Lincoln Justification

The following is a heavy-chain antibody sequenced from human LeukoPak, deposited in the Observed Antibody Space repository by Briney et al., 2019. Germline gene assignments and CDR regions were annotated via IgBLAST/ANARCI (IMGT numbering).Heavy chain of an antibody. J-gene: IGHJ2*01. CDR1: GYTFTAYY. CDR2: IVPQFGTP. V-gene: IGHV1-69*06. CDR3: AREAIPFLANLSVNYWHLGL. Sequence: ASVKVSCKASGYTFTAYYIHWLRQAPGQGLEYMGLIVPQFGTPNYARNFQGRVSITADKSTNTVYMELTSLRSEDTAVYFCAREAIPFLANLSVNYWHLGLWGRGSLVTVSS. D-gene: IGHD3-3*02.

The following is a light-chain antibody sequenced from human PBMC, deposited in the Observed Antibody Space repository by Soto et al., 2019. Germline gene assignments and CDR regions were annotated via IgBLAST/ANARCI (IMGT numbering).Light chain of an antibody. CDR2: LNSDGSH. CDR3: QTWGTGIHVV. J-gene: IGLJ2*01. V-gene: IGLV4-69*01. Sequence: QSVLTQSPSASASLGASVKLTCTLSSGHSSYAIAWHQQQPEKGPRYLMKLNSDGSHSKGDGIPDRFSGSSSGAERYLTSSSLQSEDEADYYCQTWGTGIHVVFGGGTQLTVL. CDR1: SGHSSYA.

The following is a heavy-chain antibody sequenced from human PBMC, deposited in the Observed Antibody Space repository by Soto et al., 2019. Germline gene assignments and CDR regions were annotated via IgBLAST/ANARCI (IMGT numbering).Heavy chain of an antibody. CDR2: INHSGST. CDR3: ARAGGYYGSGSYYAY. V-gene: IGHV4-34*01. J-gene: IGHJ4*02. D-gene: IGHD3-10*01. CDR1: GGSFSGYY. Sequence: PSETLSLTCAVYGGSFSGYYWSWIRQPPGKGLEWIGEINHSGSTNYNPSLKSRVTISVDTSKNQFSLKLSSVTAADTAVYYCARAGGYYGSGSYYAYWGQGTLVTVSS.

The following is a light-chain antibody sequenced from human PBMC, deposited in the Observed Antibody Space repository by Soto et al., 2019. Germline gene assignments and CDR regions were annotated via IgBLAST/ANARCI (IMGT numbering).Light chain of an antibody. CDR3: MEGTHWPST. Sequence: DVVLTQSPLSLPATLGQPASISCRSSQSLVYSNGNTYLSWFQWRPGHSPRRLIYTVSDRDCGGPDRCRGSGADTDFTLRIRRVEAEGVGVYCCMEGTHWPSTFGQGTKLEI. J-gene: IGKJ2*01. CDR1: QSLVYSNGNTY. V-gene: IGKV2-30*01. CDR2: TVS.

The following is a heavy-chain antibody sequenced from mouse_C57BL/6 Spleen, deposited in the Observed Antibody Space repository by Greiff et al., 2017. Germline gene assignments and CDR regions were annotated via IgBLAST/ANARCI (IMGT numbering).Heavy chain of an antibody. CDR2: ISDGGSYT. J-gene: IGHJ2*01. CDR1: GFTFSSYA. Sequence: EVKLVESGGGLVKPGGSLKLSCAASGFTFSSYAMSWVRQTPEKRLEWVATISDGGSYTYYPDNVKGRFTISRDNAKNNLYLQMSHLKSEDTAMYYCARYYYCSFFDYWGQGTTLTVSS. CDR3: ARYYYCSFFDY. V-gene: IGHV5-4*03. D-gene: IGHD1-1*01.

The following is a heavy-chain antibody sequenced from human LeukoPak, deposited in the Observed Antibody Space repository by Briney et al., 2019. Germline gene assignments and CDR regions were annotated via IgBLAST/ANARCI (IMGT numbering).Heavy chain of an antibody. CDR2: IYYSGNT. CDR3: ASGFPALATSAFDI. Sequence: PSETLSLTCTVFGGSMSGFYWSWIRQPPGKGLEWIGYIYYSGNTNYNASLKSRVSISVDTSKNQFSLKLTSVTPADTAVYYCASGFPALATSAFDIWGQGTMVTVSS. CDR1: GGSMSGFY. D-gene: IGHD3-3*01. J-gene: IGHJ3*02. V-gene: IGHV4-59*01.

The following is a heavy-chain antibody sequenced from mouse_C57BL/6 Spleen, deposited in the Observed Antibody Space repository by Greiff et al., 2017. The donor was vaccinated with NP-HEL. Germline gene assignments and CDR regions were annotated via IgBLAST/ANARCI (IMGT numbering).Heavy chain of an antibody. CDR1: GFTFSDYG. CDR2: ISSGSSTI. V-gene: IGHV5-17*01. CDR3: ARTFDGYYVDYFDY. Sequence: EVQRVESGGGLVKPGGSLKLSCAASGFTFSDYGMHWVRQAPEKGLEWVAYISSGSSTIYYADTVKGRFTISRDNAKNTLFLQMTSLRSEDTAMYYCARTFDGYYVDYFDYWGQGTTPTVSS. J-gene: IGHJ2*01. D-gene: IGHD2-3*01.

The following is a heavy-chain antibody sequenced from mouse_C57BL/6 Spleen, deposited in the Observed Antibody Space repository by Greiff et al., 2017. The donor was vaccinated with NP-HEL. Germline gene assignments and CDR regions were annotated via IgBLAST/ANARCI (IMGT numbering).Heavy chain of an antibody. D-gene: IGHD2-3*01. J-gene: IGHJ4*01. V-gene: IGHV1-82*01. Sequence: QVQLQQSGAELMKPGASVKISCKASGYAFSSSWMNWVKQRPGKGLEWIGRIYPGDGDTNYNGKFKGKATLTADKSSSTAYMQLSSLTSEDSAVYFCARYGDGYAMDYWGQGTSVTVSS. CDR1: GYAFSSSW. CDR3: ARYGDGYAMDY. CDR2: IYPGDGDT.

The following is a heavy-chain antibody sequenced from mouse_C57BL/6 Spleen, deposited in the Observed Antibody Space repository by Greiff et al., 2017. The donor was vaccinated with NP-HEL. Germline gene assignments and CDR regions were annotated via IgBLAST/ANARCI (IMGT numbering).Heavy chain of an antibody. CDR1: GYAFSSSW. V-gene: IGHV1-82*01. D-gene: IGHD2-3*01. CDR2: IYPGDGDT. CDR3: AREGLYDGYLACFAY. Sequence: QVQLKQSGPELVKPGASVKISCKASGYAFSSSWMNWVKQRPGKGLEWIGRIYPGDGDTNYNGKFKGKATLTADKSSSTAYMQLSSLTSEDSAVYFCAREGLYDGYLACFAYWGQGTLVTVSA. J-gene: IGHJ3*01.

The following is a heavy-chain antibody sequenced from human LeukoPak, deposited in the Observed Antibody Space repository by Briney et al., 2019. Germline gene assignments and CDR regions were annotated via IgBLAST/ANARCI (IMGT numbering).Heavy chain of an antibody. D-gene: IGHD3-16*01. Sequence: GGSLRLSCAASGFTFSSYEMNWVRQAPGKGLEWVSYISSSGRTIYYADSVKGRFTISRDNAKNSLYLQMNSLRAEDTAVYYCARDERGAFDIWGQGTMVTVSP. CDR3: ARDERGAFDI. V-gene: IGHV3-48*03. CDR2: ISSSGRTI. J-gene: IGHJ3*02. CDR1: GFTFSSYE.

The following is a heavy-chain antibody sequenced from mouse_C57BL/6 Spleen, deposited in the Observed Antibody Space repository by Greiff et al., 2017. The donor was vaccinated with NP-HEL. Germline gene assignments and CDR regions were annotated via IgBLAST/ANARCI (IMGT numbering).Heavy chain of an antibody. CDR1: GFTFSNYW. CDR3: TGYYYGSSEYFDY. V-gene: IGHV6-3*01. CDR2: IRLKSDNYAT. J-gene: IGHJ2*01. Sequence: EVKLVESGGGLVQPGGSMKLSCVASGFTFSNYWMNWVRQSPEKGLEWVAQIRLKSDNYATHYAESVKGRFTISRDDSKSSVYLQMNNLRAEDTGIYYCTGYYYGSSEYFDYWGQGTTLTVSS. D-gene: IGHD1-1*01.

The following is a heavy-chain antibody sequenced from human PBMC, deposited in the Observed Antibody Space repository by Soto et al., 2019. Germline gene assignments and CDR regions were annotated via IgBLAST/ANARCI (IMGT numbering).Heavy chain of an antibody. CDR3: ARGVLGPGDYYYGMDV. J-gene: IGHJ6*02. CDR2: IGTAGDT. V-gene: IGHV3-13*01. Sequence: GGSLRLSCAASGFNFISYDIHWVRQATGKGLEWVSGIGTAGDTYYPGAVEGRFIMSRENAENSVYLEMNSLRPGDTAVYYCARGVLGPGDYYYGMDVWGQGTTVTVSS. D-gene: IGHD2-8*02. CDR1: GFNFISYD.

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“Lincoln’s Justification” During the Civil War, Lincoln said he, “…never had a feeling politically that did not spring from the sentiment embodied in the Declaration of Independence”. Lincoln saw the Declaration of Independence, or more appropriate the Declaration of Liberty, as the underlying basis of American government. The value of liberty inadvertently convened on every principle contrived by the delegates that came to Philadelphia that hot day in May. Lincoln made this statement in direct response to southern succession. He was justifying forcibly returning the Southern states back to the union. To understand one must establish a conceptual frame of reference. The Declaration of Independence is derived primarily on the social contract theory. The English philosopher, John Locke, believed that people have natural, God-given rights that are inalienable. He then formulated that there is a relationship between the people and the established ruler. The relationship entails that the people agree to be ruled and in return, the ruler provides protection of the peoples’ God-given rights; however, when these rights are violated, the people then have a right to resist or remove rulers who violate this contract. This was the foundation of the Declaration of Independence. England, with its denial of the colonist God-given rights, was in direct violation of this American adopted principle; consequently, England gave justification for the American rebellion that directly followed the Declaration’s approval. For Lincoln, the Constitution than the social contract between the people and ruler written down and enumerated. From this standpoint, the Constitution then becomes a definition of what God-given rights referred to in the Declaration of Independence are; furthermore, it expresses the limits of the governing body to prevent such violations. Lincoln, basing his political thought on the Declaration of Independence, believed in upholding his part of the social contract, protecting the God-given rights of the people. And it is because of his beliefs in the firm beliefs in the Declaration; Lincoln would never perform an action that violated the Declaration’s principles. The South was unhappy at their current situation in the union and accordingly seceded from the union. Ironically, the principle that proposed to divide the nation stemmed from the very one that had caused its union. The civil war, similar to that of the revolution, was nothing more than a fight for independence. Because Lincoln formulated every political thought from the Declaration of Independence, the South could not justify secession. It could not secede because there were no liberties or God-given rights being vi

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